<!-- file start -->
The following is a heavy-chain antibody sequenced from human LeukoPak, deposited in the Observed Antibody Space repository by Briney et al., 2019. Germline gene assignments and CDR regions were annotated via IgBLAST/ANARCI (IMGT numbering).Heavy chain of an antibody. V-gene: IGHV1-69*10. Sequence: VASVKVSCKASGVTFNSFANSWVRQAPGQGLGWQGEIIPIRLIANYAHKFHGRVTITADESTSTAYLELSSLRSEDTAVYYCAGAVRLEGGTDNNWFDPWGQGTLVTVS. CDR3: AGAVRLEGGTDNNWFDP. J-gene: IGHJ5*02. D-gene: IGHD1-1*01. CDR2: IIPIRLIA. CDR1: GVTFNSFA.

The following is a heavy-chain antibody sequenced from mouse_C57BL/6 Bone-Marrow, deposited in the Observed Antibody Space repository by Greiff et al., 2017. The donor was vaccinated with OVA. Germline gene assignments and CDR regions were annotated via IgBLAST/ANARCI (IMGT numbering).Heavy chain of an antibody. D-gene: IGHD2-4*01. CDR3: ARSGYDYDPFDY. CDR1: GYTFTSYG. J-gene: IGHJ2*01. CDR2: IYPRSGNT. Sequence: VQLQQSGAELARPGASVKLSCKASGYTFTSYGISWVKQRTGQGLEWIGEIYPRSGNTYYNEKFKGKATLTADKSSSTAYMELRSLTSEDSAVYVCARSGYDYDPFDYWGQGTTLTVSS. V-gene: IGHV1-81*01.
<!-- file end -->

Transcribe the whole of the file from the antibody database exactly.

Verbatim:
The following is a heavy-chain antibody sequenced from human LeukoPak, deposited in the Observed Antibody Space repository by Briney et al., 2019. Germline gene assignments and CDR regions were annotated via IgBLAST/ANARCI (IMGT numbering).Heavy chain of an antibody. V-gene: IGHV1-69*10. Sequence: VASVKVSCKASGVTFNSFANSWVRQAPGQGLGWQGEIIPIRLIANYAHKFHGRVTITADESTSTAYLELSSLRSEDTAVYYCAGAVRLEGGTDNNWFDPWGQGTLVTVS. CDR3: AGAVRLEGGTDNNWFDP. J-gene: IGHJ5*02. D-gene: IGHD1-1*01. CDR2: IIPIRLIA. CDR1: GVTFNSFA.

The following is a heavy-chain antibody sequenced from mouse_C57BL/6 Bone-Marrow, deposited in the Observed Antibody Space repository by Greiff et al., 2017. The donor was vaccinated with OVA. Germline gene assignments and CDR regions were annotated via IgBLAST/ANARCI (IMGT numbering).Heavy chain of an antibody. D-gene: IGHD2-4*01. CDR3: ARSGYDYDPFDY. CDR1: GYTFTSYG. J-gene: IGHJ2*01. CDR2: IYPRSGNT. Sequence: VQLQQSGAELARPGASVKLSCKASGYTFTSYGISWVKQRTGQGLEWIGEIYPRSGNTYYNEKFKGKATLTADKSSSTAYMELRSLTSEDSAVYVCARSGYDYDPFDYWGQGTTLTVSS. V-gene: IGHV1-81*01.